The Stone Mountain Museum at Memorial Hall displays artifacts and stories that span 12,000 years, from ancient civilizations that lived on the mountain, to Civil War history, to present-day events. When it comes to Georgia, you’ll find some of the best campsites at Stone Mountain State Park, including traditional RV, camper, and primitive sites. Stone Mountain is unique in offering furnished yurts, RV/campers, and safari tents for rent. WIFI is available throughout the park, which is great for downtime. Your family is sure to make tons of memories at Stone Mountain State Park.

Cloudland CanyonA scenic view of a mountain canyon.

Georgia's top 5 state parks
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Roberts Resorts Launches ‘Village Camp’

The first two Village Camp resorts are being developed near Lake Tahoe, California, and Flagstaff, Arizona. The resorts will offer luxuriously appointed tiny homes that can be rented or purchased as private getaway cabins.

Village Camp, a new concept in RV resorts, is being launched with the development of resort communities near Lake Tahoe, California, and Flagstaff, Arizona.

Interior of a Village Camp cabin.

Developed by Roberts Resorts, Village Camp will be an upscale outdoor resort company that combines oversized RV sites with luxury adventure cabins that can be rented or purchased as private getaway cabins.

Village Camp Truckee

Village Camp Truckee Tahoe is being developed on the site of the 130-site Coachland RV Park in Truckee, California, while Village Camp Flagstaff will be built on the previously undeveloped property in Flagstaff, Arizona.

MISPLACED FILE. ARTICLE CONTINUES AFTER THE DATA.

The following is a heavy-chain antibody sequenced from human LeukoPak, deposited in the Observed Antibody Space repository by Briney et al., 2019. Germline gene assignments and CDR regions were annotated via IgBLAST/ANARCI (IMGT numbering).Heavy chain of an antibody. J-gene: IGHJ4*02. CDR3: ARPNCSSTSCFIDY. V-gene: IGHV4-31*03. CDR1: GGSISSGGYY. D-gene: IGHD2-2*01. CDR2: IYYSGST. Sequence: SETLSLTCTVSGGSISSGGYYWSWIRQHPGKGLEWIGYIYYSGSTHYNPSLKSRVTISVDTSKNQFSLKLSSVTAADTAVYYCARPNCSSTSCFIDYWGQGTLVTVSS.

A box-shaped camping cabin with modern lines.
A white interior kitchen.
Cyclists gather in a forest of alder.
Kitchen and loft with coffee-colored floors and white walls and ceiling.
A lone Airstream trailer parked near a campsite with fire.
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10 Outdoor Patio Ideas for a Better Camping Experience

One of the first things an RV enthusiast does when the weather starts to warm up is hit the open road. Who could blame them? Not me! I’m right there with you. While you tend to spend the latter part of winter and the first part of spring getting the inside of your RV ready for your next adventure, it’s time to think about your patio once the weather hits those warmer temperatures.

A huge perk of the RV lifestyle is outdoor living, so your patio pulls double duty. It’s a way to enjoy your surroundings, sure, but it’s also a way to expand your living space to make the most of your time on the road. Check out these ten outdoor patio ideas for a better camping experience to help your next trip become your best trip.

LED Illuminated Patio Mat with Wave Design

LED Illuminated Patio Mat with Wave Design

Everything is evolving these days, and welcome mats are no exception. With the LED Illuminated Patio Mat, you’ll always be able to find your way back home – even in your home away from home. Featuring tight weaving and reinforced stitching, this mat ensures long-lasting durability while the UV-coated polypropylene prevents fading. To illuminate, simply plug it into an RV exterior 100-volt GFCI outlet. Leaving the patio light on just took on a whole new meaning.

Black Lantern Mini Light Set

Black Lantern Mini Light Set

Speaking of lights, is there anything better than a set of string lights strung across a patio? There’s something about the soft glow at night that encourages everyone to relax, and the Black Lantern Mini Light Set will provide a nostalgic feel with its throwback design. There are plugs on both ends for linking multiple strands together, so you can have as much or as little light as you want.